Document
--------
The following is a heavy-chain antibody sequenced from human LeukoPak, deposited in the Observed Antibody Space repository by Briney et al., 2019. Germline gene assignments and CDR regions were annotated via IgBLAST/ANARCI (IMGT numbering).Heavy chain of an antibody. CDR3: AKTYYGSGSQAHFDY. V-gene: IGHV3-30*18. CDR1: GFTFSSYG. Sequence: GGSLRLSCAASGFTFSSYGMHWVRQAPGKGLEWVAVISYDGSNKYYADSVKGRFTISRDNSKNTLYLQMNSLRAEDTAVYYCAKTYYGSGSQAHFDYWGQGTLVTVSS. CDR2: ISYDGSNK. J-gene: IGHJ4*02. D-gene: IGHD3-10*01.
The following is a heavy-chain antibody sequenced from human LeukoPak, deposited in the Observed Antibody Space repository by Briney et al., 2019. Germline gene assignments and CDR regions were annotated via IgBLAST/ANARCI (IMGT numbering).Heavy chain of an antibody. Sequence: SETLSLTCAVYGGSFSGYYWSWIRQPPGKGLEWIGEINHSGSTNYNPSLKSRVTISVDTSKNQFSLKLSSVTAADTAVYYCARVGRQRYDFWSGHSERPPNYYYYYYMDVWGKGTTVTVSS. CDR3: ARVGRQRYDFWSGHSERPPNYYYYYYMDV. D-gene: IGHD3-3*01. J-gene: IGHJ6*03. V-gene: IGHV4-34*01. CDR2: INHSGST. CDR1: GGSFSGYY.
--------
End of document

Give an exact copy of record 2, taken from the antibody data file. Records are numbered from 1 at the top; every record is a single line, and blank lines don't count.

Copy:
The following is a heavy-chain antibody sequenced from human LeukoPak, deposited in the Observed Antibody Space repository by Briney et al., 2019. Germline gene assignments and CDR regions were annotated via IgBLAST/ANARCI (IMGT numbering).Heavy chain of an antibody. Sequence: SETLSLTCAVYGGSFSGYYWSWIRQPPGKGLEWIGEINHSGSTNYNPSLKSRVTISVDTSKNQFSLKLSSVTAADTAVYYCARVGRQRYDFWSGHSERPPNYYYYYYMDVWGKGTTVTVSS. CDR3: ARVGRQRYDFWSGHSERPPNYYYYYYMDV. D-gene: IGHD3-3*01. J-gene: IGHJ6*03. V-gene: IGHV4-34*01. CDR2: INHSGST. CDR1: GGSFSGYY.